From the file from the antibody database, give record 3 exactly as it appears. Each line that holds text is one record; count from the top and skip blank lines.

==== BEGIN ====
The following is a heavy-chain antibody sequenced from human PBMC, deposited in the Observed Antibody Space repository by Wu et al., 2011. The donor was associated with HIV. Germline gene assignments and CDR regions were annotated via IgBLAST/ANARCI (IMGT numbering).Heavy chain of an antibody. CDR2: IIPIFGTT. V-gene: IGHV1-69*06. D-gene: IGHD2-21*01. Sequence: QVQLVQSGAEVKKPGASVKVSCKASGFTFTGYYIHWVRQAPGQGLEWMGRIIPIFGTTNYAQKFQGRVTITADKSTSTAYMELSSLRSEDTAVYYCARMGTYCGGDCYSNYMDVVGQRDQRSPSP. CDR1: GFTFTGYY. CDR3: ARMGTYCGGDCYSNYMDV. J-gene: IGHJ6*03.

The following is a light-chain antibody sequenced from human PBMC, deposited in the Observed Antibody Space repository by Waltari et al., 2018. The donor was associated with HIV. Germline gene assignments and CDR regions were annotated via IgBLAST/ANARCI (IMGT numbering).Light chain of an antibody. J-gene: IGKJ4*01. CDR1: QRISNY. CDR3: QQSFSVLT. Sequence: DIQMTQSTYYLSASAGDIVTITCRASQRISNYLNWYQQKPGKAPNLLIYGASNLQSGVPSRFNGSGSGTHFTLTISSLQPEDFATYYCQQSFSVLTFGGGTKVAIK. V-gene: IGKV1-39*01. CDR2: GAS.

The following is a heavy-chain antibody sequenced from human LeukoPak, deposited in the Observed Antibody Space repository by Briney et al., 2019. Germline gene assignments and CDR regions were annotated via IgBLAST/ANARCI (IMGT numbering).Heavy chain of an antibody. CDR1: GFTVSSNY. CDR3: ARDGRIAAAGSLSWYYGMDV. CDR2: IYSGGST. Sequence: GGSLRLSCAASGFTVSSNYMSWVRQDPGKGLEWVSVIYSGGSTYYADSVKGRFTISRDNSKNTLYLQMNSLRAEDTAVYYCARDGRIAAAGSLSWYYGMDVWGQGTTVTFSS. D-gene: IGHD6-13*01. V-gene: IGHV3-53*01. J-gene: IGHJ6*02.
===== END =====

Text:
The following is a heavy-chain antibody sequenced from human LeukoPak, deposited in the Observed Antibody Space repository by Briney et al., 2019. Germline gene assignments and CDR regions were annotated via IgBLAST/ANARCI (IMGT numbering).Heavy chain of an antibody. CDR1: GFTVSSNY. CDR3: ARDGRIAAAGSLSWYYGMDV. CDR2: IYSGGST. Sequence: GGSLRLSCAASGFTVSSNYMSWVRQDPGKGLEWVSVIYSGGSTYYADSVKGRFTISRDNSKNTLYLQMNSLRAEDTAVYYCARDGRIAAAGSLSWYYGMDVWGQGTTVTFSS. D-gene: IGHD6-13*01. V-gene: IGHV3-53*01. J-gene: IGHJ6*02.